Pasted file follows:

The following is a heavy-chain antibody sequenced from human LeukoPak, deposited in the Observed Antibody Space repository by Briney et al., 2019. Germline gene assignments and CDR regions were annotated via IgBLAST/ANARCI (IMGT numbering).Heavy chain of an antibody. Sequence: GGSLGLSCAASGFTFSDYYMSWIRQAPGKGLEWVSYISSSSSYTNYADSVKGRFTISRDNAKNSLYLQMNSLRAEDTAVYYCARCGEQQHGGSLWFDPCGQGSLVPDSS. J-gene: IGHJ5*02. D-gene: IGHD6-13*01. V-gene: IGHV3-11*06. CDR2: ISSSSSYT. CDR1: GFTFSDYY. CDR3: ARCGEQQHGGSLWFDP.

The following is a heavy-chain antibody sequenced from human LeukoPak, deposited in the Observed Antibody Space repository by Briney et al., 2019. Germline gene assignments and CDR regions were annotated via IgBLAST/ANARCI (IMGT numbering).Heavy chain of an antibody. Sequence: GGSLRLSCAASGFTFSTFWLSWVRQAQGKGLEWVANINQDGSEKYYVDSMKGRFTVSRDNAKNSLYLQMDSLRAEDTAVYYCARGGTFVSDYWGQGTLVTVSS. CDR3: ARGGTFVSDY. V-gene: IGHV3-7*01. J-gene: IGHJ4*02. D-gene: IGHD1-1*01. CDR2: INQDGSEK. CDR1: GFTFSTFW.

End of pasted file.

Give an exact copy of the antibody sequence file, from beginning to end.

The following is a heavy-chain antibody sequenced from human LeukoPak, deposited in the Observed Antibody Space repository by Briney et al., 2019. Germline gene assignments and CDR regions were annotated via IgBLAST/ANARCI (IMGT numbering).Heavy chain of an antibody. Sequence: GGSLGLSCAASGFTFSDYYMSWIRQAPGKGLEWVSYISSSSSYTNYADSVKGRFTISRDNAKNSLYLQMNSLRAEDTAVYYCARCGEQQHGGSLWFDPCGQGSLVPDSS. J-gene: IGHJ5*02. D-gene: IGHD6-13*01. V-gene: IGHV3-11*06. CDR2: ISSSSSYT. CDR1: GFTFSDYY. CDR3: ARCGEQQHGGSLWFDP.

The following is a heavy-chain antibody sequenced from human LeukoPak, deposited in the Observed Antibody Space repository by Briney et al., 2019. Germline gene assignments and CDR regions were annotated via IgBLAST/ANARCI (IMGT numbering).Heavy chain of an antibody. Sequence: GGSLRLSCAASGFTFSTFWLSWVRQAQGKGLEWVANINQDGSEKYYVDSMKGRFTVSRDNAKNSLYLQMDSLRAEDTAVYYCARGGTFVSDYWGQGTLVTVSS. CDR3: ARGGTFVSDY. V-gene: IGHV3-7*01. J-gene: IGHJ4*02. D-gene: IGHD1-1*01. CDR2: INQDGSEK. CDR1: GFTFSTFW.